Additionally, generalizations can be made about OSN users and groups thereof such as, for example, the average number of friends associated with a user, the volume of applications used by OSN users, the frequency and volume of inter-OSN relationships, and so on. Seed information can be used to reduce a large sampling size of OSN users to a manageable and searchable level. The social graphs and generalizations derived from publicly available OSNs can be used in conjunction with the seed information to identify outliers to clearly fall outside of the common norm of the social graphs and/or generalizations identified ahead of time. With the present method, outliers can be identified rapidly without analyzing a full OSN sample size.
 FIG. 12 is a visual representation of the strongly connected component of the Twitter user connection graph. The shades in plot 1200 show that nodes in that shade bar are largely communicating with each other (of the same shade). This is most pronounced for Japanese users who largely (almost exclusively) tweet in Kanji and thus don't have English-speaking Twitter "followers." The Europeans tweet in their primary language but have English speaking friends or individuals in the U.S. speaking both languages. Plot 1200 can be utilized in the outlier determination process to isolate groups by cultural and/or linguistic differences, through filtering or the like. By isolating or filtering the groups from a much larger population of users (e.g., 100 Million) to a more manageable population of users (e.g., 3 Million), the identification of outliers within that population can more easily be discerned.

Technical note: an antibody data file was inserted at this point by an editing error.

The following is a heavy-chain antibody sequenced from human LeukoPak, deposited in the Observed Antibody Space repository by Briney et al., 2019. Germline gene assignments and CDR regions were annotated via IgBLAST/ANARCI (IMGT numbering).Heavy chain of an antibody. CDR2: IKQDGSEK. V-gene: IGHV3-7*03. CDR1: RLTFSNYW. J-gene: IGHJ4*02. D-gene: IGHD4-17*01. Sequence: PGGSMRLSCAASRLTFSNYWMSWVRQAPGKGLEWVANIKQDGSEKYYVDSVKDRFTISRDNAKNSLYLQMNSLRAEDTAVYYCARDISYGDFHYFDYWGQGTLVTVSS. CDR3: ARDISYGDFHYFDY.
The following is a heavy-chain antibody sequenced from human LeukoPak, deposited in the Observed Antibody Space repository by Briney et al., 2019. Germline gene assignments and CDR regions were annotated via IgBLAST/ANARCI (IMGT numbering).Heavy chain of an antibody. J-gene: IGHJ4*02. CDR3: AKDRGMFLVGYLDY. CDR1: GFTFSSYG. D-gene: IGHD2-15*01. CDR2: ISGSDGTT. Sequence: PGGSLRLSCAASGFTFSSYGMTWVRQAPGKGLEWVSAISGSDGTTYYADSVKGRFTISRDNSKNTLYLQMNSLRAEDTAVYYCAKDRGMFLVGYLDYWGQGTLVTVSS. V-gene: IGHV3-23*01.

FIG. 13 depicts an exemplary diagrammatic representation of a machine in the form of a computer system 1300 within which a set of instructions, when executed, may cause the machine to perform any one or more of the methodologies discussed above. The machine can operate to gather or otherwise obtain seed information; reduce a sampling size of a total population of OSN users according to the seed information; compare the reduced sampling of OSN users to at least one of one or more social graphs or generalized profiles of OSN users determined from the total population of OSN users; and identify one or more outliers in the reduced sampling of OSN users that do not conform to the one or more social graphs or generalizations of OSN users.
 In some embodiments, the machine operates as a standalone device. In some embodiments, the machine may be connected (e.g., using a network) to other machines. In a networked deployment, the machine may operate in the capacity of a server or a client user machine in server-client user network environment, or as a peer machine in a peer-to-peer (or distributed) network environment.